Outdoor cooking offers the opportunity to share the workload and
expands the space needed to prepare a large holiday meal.
Here is what you do: Set the smoker outside the garage. Inside
the garage, set up a card table and chairs. Bring in a cooler of
favorite beverages, or a big pot of coffee, and snacks. If it is
really chilly, add a space heater, and with a small TV to keep watch
on "the game," guests will enjoy their own little party space as
they participate in preparing a successful holiday meal.
Chris Graue, who is known locally for his great abilities with
smoking chicken and pork, says that smoking a turkey has become a
big part of the holiday tradition for his family. He noted that he
does this annually at his brother-in-law's house, and it makes for a
very enjoyable time.
One of the perks, he noted, is that with the bird outside, the
aroma reaches the guests as they pull in the driveway. He said they
usually all come past the smoker and comment on the delicious smell
it is emitting. He also noted that it is a nice place for the guys
in the family who have to come out and keep an eye on the progress
as time passes.
Fortunately, in spite of the potential distractions, Graue said
that smoking a turkey really doesn't take a lot of careful watching.
The important part is to get the right temperature inside the
smoker, and then just let the fire do its thing.
In the case of turkey, Graue warns that the best motto to go by
is "less is more." Don't "over-smoke" the bird. If you do, it will
come out too dark and will lose its visual appeal. The best plan is
to add a little smoke via wood chips or wood charcoal at the
beginning, then just let the heat of the fire cook the bird to
Graue said that for cooking turkey, he likes to start with a
fresh bird, not a frozen and thawed bird that has been injected. He
noted that some of the name-brand turkeys on the market do have
flavor injected into the meat, and that is not needed when smoking a
What he does do is brine the bird before cooking. Simply put,
brining is soaking the bird with a mixture of salt and seasoning
suspended in water. Graue said he usually sets a 16-pound bird in
the brine for about six hours.
The best way he has found to do this is to mix the brine, then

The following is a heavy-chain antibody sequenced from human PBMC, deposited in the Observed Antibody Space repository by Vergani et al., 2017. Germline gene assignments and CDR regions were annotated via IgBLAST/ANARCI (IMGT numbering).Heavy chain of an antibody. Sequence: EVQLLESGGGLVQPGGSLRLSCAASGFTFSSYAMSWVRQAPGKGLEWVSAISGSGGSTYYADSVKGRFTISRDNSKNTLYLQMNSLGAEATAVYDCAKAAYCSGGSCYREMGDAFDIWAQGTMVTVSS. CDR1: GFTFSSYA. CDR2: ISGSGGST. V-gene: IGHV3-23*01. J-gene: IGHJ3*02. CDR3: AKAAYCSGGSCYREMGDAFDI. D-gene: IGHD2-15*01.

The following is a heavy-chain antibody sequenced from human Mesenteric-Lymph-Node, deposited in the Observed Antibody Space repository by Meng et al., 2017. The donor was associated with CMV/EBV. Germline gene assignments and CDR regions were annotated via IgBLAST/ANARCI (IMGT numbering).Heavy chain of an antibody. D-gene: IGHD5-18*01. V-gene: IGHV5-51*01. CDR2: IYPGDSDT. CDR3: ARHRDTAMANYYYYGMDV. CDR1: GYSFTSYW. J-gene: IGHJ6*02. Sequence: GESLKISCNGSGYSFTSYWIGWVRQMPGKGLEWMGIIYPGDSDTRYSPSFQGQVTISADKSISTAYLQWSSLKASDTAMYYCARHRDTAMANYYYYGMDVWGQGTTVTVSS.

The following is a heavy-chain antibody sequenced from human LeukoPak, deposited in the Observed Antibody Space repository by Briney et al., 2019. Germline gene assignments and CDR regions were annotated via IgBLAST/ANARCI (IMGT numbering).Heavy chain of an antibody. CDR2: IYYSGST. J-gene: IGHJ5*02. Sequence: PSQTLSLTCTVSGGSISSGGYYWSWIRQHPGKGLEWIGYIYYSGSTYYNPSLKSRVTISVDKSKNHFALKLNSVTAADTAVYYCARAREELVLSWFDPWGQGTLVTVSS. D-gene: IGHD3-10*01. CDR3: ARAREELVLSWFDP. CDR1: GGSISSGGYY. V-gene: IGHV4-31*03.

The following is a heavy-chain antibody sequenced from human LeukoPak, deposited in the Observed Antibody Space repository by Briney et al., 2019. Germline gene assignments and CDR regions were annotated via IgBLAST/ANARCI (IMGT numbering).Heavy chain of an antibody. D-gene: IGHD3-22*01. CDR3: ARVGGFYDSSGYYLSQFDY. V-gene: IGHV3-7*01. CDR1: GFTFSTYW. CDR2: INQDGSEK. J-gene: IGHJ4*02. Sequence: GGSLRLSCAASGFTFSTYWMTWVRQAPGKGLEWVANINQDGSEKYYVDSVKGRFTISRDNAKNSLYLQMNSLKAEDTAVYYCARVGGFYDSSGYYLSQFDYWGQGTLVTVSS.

put the turkey in a very large zip-lock bag inside a cooler. Fill
the bag with the brine, press all the air out of the bag and seal
it. Next, cover the bird with ice to keep it cold, and let the brine
do its job.
Graue uses the following recipe for his brine:
1 turkey, 12-14 pounds
2 quarts apple juice
1 pound brown sugar
1 cup kosher salt
3 quarts water
3 oranges, quartered
4 ounces fresh ginger, sliced thin
15 whole cloves
6 bay leaves
6 large garlic cloves, crushed
To prepare the brine, combine all ingredients (except the turkey)
in a large stock pot. Over medium-high heat, heat the brine until it
is very hot, and stir it until all of the salt and sugar has
completely dissolved. Place the brine in the refrigerator until it
is cold. Once the brine has cooled down to 40 or 45 degrees in the
refrigerator, it is time to add the turkey.
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Graue said that brining is an important step for cooking the
bird. The purpose of the brine is that the liquid with its
seasonings will infuse into the meat, making for a very nice, moist
and flavorful slice when it comes to the table.
Once the brining stage is completed, pull the turkey out of the
brine, rinse it well and let it stand at room temperature for about
two hours. He said it is important not to place an ice-cold turkey
on the smoker. The reason is that it will not cook evenly. The
outside will get hot much sooner than the inside, which in the end
will result in the turkey exterior being overcooked and the interior
To prepare the turkey for the smoker, Graue said, "again, a
little is better." He rubs the outer skin with vegetable or olive
oil. The chef can then add what he chooses: kosher salt, seasoned
salt, cracked black pepper or some type of rub. Again, Graue
cautioned that one would be wise to go light on such products
because they, too, will make the outside of the turkey too dark.
To prepare the smoker, Graue said the chef can decide what type
of smoke he wants. He added that apple wood and hickory are good
ones to use, and mesquite might be a little too strong for poultry.
There are also wood-based charcoal products that work well with
The key to making the turkey perfect, though, is to not get
carried away with adding wood or "smoke" to the fire during the
cooking process. The primary idea is to add a light smokiness to the
meat and allow the turkey to cook thoroughly from the heat of the
Graue said the main task after getting the turkey on the smoker
is to monitor the temperature of the smoker. He said ideally the
temperature inside should be about 275 degrees. He also said it is
important not to spend too much time lifting the lid, as that allows
the heat to escape. He uses a remote thermometer so he can monitor
the cooking temperature from outside the smoker.
For a 16-pound turkey, the cooking time should run about three
hours. Graue said that after two hours he adds a foil tent over the
turkey to preserve a nice color while the inside finishes cooking.
Pull the turkey off the smoker when the internal temperature reaches
about 170 degrees. Allow the meat to "rest," and the temperature
will continue to rise another 5 degrees or so.
Graue said that at their family meal, there is usually a second
turkey in the oven, and that one produces the most drippings or
broth for side dishes, but he added that one can get some drippings
from the smoked turkey that can be added to side dishes such as
gravy to add a hint of that smoky flavor.
He added that the smoked poultry goes well with traditional
holiday dishes, so don't be afraid to serve it up beside the sweet
potatoes and green bean casserole.
[By NILA SMITH]